The music on last night's 20th Century Consort program at the Hirshhorn Museum provided a marvelous overview of the myriad ways that content and technique can be manipulated.
So far in this century, Bartok is the master of the integration of these musicial elements, and his Quartet No. 5 is perhaps the supreme example of this art. Its thematic material is a microcosm of its architectural structure, and like a holograph, each small section is a reflection of the whole.The Emerson Quartet, whose members are part of the larger Consort, projected this structural unity and coherence with power and conviction in a splendid performance.
In "A Poison Tree" by Richard Wernick for soprano and chamber ensemble on the Blake poem, the content of the musical material was of primary interest. A well-thought-out framework was always evident, and its technical vocabulary was nicely and modestly handled, but one was more interested in what was going on than in how. Just the opposite was true of Maurice Wright's "Holding Together," an aptly named piece for amplified piano and tape, skillfully played by Lambert Orkis. Here the interrelationships of the instruments (if the synthesizer can be so considered), the metamorphosis of the piano into something that sounded mechanical, and the virtuosic control of the media were always in the foreground.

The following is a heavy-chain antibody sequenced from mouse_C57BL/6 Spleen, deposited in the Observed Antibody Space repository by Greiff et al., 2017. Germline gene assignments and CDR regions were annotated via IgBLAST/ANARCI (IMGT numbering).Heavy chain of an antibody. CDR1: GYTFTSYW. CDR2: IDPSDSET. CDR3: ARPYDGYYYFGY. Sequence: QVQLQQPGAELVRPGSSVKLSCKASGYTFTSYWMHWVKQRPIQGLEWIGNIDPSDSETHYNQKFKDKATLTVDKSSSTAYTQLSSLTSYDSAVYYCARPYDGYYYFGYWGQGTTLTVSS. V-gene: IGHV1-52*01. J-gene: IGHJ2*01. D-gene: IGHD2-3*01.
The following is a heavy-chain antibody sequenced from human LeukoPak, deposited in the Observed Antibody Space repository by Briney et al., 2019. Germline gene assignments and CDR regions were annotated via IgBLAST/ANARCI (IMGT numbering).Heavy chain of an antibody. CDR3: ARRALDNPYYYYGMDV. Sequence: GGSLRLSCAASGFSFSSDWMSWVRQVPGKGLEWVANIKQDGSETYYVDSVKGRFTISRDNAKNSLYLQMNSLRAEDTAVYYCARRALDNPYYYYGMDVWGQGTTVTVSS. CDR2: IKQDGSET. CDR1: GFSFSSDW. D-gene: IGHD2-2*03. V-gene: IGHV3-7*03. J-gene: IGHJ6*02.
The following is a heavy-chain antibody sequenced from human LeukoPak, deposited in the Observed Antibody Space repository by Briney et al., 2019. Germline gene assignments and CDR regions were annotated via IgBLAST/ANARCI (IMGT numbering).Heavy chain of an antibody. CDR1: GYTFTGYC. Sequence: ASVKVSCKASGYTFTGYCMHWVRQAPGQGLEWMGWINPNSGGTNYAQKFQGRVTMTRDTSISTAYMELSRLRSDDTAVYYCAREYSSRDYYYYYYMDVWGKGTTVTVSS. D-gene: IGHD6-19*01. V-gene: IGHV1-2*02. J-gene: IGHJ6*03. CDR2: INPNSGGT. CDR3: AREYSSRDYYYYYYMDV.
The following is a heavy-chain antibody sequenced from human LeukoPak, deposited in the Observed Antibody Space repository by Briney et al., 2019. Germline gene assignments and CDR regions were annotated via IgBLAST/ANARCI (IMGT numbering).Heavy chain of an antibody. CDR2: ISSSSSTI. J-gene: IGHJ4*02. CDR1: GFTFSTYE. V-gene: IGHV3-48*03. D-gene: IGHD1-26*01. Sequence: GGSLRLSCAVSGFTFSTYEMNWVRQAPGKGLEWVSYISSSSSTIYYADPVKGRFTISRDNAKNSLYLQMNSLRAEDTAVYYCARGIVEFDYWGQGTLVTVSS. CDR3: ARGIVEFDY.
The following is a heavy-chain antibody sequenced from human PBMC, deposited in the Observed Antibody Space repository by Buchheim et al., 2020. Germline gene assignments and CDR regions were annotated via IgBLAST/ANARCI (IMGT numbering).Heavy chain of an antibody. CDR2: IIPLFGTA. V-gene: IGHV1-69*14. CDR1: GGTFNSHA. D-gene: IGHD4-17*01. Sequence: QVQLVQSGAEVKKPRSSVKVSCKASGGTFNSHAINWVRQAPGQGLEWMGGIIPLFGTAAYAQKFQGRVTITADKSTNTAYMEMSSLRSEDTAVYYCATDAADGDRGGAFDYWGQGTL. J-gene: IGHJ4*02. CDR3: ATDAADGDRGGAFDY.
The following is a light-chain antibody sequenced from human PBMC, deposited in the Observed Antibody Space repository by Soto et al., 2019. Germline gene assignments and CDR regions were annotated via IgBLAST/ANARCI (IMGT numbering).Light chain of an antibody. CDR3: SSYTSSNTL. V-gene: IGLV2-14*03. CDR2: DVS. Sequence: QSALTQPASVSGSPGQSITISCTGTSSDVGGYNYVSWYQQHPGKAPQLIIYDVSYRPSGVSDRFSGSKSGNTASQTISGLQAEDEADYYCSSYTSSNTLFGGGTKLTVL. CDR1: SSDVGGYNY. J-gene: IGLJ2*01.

The concert ended on a nonintellectual note, with Berio's lovely folksong settings, sung by Lucy Shelton with great beauty.